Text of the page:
Moneyfacts.co.uk will never contact you by phone to sell you any financial product. Any calls like this are not from Moneyfacts. Emails sent by Moneyfacts.co.uk will always be from email@example.com. Be Scamsmart.
It's often assumed that the younger generation doesn't think a whole lot about their financial future, yet research from Royal London shows that this assumption may be unfounded, with a lot of millennials willing to save far more for their pensions than many people think.
Automatic enrolment has encouraged a huge number of people to save for their retirement, and contrary to what may have been feared, few people are opting out of it. This is even the case for younger savers, with Royal London's research showing that 71% decided not to opt out of their workplace pension scheme after being enrolled into it, and a further 8% said that they initially opted out but went back in.
The majority are looking to increase their contributions, too: 75% of respondents said that they'll increase their payments automatically should they get a pay rise, while 40% plan to increase their contributions next year, rising to 50% for those who said that their pension was a high priority. Most aren't put off by the planned increase in contributions, either, which will see total minimum contributions (including those from the employer) rise to 8% next year.
"It's encouraging to see that auto-enrolment is welcomed by millennials and that the potential concern that many would opt-out when the increases come into effect next year appears to be misfounded," said Jamie Clark, pensions business development manager at Royal London.
"Increasing saving into a pension can seem daunting and difficult when there are other financial priorities and pressures, [so] it's great to see that automatic gradual increase in contributions, perhaps in line with pay rises, is potentially viewed by millennials as a way to help lessen the financial impact."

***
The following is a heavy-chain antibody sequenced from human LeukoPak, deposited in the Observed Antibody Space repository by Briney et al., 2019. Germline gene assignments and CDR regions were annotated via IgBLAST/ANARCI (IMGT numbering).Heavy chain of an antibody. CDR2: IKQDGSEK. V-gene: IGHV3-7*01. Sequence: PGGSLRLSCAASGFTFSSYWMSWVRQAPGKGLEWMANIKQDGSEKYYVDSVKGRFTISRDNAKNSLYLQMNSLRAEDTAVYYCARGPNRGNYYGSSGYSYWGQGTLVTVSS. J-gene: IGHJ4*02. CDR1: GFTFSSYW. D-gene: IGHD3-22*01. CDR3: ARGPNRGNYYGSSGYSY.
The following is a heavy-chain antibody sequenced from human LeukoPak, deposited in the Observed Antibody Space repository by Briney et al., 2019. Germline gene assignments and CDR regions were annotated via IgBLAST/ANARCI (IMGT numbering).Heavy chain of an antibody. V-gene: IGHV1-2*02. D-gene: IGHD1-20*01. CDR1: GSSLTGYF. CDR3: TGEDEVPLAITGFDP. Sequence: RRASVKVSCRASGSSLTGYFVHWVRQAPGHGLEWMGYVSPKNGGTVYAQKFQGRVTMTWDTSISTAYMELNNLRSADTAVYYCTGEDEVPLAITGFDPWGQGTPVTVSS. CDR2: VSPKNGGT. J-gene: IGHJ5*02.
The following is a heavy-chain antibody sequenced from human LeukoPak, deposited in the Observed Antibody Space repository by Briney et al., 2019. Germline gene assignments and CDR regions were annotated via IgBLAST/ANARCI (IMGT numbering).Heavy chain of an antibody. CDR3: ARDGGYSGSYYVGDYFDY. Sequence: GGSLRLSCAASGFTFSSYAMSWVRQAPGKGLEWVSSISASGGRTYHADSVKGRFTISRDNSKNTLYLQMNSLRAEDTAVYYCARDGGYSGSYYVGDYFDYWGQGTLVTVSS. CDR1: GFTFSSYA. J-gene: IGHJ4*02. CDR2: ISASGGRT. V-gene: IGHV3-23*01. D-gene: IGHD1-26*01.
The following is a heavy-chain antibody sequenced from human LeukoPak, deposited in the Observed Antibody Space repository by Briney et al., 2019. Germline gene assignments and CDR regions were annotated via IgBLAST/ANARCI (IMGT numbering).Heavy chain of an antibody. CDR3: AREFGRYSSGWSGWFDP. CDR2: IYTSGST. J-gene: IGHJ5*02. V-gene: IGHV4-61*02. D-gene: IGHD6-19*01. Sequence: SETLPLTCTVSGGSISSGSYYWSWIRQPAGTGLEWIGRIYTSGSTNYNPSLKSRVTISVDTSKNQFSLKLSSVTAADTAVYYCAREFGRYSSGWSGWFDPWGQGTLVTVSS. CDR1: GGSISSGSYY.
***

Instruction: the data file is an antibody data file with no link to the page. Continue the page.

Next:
Despite the positive mentality of many younger savers, over half (57%) said they knew that they should be saving more into a pension. Indeed, it's generally accepted that we should be saving around 12% of our income into a pension, so even the planned rise in minimum contributions next year may not be enough to guarantee a comfortable retirement.
"Nearly a third (28%) of millennials with a pension didn't know what pension contributions were being made," added Jamie Clark."Potentially more concerning is that they believe that the contributions being made are adequate to secure a good income in their retirement, when that is just not the case."Although they are saving, there is the risk some may still sleepwalk into poverty in their retirement by not regularly reviewing their savings and not taking advantage of opportunities to increase their pension savings when possible."
So what can you do to stand the best possible chance of having enough to see you through retirement? Well, the key is to get saving! Save as much into your workplace pension as possible from as early as you can, and if you can, try to save more than the minimum. Increase your contributions in line with a pay rise and you won't even notice the extra money going into it, but it could make a big difference when it's time to retire.
You may want to consider alternative methods of saving, too, such as by putting money aside into an ISA or the new Lifetime ISA that's specifically designed for this form of long-term saving. If you're getting serious about your financial future, it'll be worth speaking to a financial adviser, who can help you get on the right track for a comfortable retirement.
Information is correct as of the date of publication (shown at the top of this article). Any products featured may be withdrawn by their provider or changed at any time. Links to third parties on this page are paid for by the third party. You can find out more about the individual products by visiting their site. Moneyfacts.co.uk will receive a small payment if you use their services after you click through to their site. All information is subject to change without notice. Please check all terms before making any decisions. This information is intended solely to provide guidance and is not financial advice. Moneyfacts will not be liable for any loss arising from your use or reliance on this information. If you are in any doubt, Moneyfacts recommends you obtain independent financial advice.